Metal channels are often used in construction for masonry support or as wall restraints. These channels provide good structural support and are made of metals including steel, aluminum, zinc, or brass with aluminum. Steel channels are the most popular choice for metal channels when it comes to construction and is one of the popular uses of steel coils.
What is a steel channel?
Most common steel channels look like a long hollow cuboid with an absent top face and two lateral faces. Technically speaking, a steel channel is two steel legs connected by a web of flattened steel. Just imagine the alphabet C. The curve of the C is the web and the two lines that extend from the curve above and below are the legs. Most common steel channels found in India are C shaped and U-shaped channels.
Important terms to know about metal channels
- Channel depth: Distance from top of one leg to the bottom of the other
- Leg height: The outside measurement of the leg
- Leg thickness: The thickness of the leg
- Web thickness: The thickness of the flattened steel sheets that connects the legs.
How are steel channels made?
The process of making steel channels is very simple. A steel strip is fed through a series of rollers. These rollers process the strip and lend the desired shape. After the shaping is completed, the rolled form is cut to the required length.
Different types of steel channels
In India steel channels are categorised according to their shapes. There are four main types of steel channel prevalent in India:
- U steel channels
The distinctive shape of a U channel is achieved by forming two right angles on a flat piece of steel. It is used as trim for hand and stair railings, including escalators. U channels come in a wide variety of shapes and sizes with round or flat bottoms and different leg heights. The channel depth and the leg height varies depending on how the U channel is to be used.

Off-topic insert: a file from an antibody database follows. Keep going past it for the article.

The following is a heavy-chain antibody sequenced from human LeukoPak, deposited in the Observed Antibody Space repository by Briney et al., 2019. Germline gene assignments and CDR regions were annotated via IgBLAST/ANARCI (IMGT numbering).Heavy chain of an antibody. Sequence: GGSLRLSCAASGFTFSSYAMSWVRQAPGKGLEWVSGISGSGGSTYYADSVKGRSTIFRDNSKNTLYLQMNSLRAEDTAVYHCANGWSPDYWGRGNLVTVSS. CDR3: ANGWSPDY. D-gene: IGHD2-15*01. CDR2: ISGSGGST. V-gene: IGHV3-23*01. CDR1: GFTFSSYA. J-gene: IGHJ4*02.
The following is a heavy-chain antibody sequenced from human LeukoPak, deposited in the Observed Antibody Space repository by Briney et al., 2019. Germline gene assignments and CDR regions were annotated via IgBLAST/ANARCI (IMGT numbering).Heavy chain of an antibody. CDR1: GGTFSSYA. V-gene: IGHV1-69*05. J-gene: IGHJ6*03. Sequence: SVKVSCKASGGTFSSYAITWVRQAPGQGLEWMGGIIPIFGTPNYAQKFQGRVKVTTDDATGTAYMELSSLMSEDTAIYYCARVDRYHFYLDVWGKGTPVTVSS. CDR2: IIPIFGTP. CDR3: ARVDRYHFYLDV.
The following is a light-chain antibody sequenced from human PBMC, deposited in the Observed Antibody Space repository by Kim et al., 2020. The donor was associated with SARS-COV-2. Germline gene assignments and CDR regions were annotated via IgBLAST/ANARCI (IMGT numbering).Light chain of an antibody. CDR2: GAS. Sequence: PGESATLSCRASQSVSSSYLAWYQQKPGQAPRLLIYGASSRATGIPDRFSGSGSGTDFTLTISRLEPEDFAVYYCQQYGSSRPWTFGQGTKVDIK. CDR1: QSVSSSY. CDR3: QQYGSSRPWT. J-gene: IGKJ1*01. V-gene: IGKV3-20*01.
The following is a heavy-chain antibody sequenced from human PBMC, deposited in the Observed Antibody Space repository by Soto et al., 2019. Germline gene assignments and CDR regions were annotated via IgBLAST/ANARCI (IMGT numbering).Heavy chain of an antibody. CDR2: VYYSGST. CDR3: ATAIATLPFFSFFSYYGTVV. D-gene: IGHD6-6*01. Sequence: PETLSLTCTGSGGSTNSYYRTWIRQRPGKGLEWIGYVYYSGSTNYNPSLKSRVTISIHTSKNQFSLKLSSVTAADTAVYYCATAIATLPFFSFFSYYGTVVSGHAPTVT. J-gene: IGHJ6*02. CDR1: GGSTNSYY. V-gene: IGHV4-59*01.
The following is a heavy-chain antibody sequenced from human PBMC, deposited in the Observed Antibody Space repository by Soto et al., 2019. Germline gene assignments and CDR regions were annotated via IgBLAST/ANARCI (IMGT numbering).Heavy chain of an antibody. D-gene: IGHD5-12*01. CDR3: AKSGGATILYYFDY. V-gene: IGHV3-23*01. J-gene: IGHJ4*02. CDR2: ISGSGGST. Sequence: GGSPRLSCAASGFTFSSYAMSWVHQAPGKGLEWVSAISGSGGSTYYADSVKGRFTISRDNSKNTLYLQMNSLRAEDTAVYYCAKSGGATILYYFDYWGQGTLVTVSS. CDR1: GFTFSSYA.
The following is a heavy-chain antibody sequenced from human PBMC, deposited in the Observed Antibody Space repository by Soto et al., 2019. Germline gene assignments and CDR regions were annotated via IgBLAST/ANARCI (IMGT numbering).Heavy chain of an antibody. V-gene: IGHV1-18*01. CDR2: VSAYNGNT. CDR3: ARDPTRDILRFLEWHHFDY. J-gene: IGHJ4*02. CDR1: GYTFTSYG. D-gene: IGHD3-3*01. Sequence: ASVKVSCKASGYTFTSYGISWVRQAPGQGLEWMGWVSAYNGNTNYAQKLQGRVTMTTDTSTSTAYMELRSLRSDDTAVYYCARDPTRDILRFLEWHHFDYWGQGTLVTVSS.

- C steel channels
C channels are widely used in construction as buildings, walls, roofs, and ceiling support. C steel channels includes a wide variety of channel types, dimensions, and sizes as steel can be roll formed to fit any specific requirements.
- J channels
When one leg of the channel is shorter than the other, the channel is referred to as J channel. They come in a wide range of sizes and can be tailored to meet specific project needs. Hemless channels and hemmed channels are two forms of J channels.
- Hat channel
This channel has legs that are folded in the outward direction resembling an old-fashioned men’s hat instead of having a tapered or parallel leg ending. Hat channels are commonly used as a framing component in ceiling assemblies.
What are steel channels used for?
Excellent structural support and durability are two facts about steel channels that make them desirable to the construction industry. These factors also contribute to making steel a key raw material in the construction sector. Let us explore some steel channel applications:
- They are used as studs, braces, girts, and joists in conjunction with l-beams and other structural steel pieces in the construction of industrial and commercial buildings.
- They are used as supporting metal for roof decks in the construction of light-duty and heavy-duty roofs.
- They are used as studs to support a building’s vertical load during the construction of walls for warehouses and garages.
- They are used as strong frames for windows and doors.
- They are used to support hardwood beams in a wood-framed building when extra strength is required.
- Heavy-duty steel channels are used to make primary frame rails of a car frame. Braces and other structural components are made from lighter steel channels.
Steel channels are built using different grades of steel which will be specified by the manufacturer. You should also look at the specifications of the steel channels and see whether they suit your needs.
To find the best steel channel suppliers visit Tata nexarc’s Procurement and get connected with trusted sellers across India offering steel channels at reasonable prices.
Also Read: Steel railing: Types, uses and more